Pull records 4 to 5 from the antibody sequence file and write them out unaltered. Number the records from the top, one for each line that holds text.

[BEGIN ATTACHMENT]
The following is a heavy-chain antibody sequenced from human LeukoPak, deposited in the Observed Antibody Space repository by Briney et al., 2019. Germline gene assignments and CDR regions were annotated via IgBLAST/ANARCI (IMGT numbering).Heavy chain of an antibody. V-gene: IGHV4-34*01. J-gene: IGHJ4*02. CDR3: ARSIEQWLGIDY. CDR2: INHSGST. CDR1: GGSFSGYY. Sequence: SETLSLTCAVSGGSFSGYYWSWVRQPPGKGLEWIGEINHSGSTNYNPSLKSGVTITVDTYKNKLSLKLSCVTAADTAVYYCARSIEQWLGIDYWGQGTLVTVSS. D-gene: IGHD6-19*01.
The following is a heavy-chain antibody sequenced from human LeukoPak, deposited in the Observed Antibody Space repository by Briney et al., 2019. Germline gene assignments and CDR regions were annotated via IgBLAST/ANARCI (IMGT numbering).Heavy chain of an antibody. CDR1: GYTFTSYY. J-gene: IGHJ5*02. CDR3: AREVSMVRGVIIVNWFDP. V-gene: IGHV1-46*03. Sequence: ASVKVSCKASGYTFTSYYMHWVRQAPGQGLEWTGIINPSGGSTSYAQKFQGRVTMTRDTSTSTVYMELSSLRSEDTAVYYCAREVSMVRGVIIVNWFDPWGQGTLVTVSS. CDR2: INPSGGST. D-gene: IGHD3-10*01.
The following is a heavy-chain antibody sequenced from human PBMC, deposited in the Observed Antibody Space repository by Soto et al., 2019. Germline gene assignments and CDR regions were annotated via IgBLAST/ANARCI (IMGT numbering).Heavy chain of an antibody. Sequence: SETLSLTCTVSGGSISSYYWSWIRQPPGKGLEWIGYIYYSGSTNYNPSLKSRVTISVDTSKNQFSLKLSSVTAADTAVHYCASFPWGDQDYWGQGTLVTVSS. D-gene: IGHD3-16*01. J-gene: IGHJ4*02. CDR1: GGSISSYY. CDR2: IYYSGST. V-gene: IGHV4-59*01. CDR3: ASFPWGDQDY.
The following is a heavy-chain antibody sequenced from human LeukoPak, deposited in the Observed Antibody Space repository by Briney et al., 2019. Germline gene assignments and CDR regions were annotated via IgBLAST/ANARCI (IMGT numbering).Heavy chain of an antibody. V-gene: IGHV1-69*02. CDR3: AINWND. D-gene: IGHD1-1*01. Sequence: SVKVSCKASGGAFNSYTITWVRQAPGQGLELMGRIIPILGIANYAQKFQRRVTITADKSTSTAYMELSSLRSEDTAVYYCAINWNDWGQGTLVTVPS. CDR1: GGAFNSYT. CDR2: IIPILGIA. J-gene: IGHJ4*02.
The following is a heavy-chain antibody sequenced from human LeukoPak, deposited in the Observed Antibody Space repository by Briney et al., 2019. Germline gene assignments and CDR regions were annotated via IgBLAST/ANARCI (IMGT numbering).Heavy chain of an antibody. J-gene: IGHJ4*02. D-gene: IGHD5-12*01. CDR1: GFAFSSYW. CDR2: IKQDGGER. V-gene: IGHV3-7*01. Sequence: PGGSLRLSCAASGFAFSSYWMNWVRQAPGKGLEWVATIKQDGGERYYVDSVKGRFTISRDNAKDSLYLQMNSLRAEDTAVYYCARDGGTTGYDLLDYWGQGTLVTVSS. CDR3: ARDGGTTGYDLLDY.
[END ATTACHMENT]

The following is a heavy-chain antibody sequenced from human LeukoPak, deposited in the Observed Antibody Space repository by Briney et al., 2019. Germline gene assignments and CDR regions were annotated via IgBLAST/ANARCI (IMGT numbering).Heavy chain of an antibody. V-gene: IGHV1-69*02. CDR3: AINWND. D-gene: IGHD1-1*01. Sequence: SVKVSCKASGGAFNSYTITWVRQAPGQGLELMGRIIPILGIANYAQKFQRRVTITADKSTSTAYMELSSLRSEDTAVYYCAINWNDWGQGTLVTVPS. CDR1: GGAFNSYT. CDR2: IIPILGIA. J-gene: IGHJ4*02.
The following is a heavy-chain antibody sequenced from human LeukoPak, deposited in the Observed Antibody Space repository by Briney et al., 2019. Germline gene assignments and CDR regions were annotated via IgBLAST/ANARCI (IMGT numbering).Heavy chain of an antibody. J-gene: IGHJ4*02. D-gene: IGHD5-12*01. CDR1: GFAFSSYW. CDR2: IKQDGGER. V-gene: IGHV3-7*01. Sequence: PGGSLRLSCAASGFAFSSYWMNWVRQAPGKGLEWVATIKQDGGERYYVDSVKGRFTISRDNAKDSLYLQMNSLRAEDTAVYYCARDGGTTGYDLLDYWGQGTLVTVSS. CDR3: ARDGGTTGYDLLDY.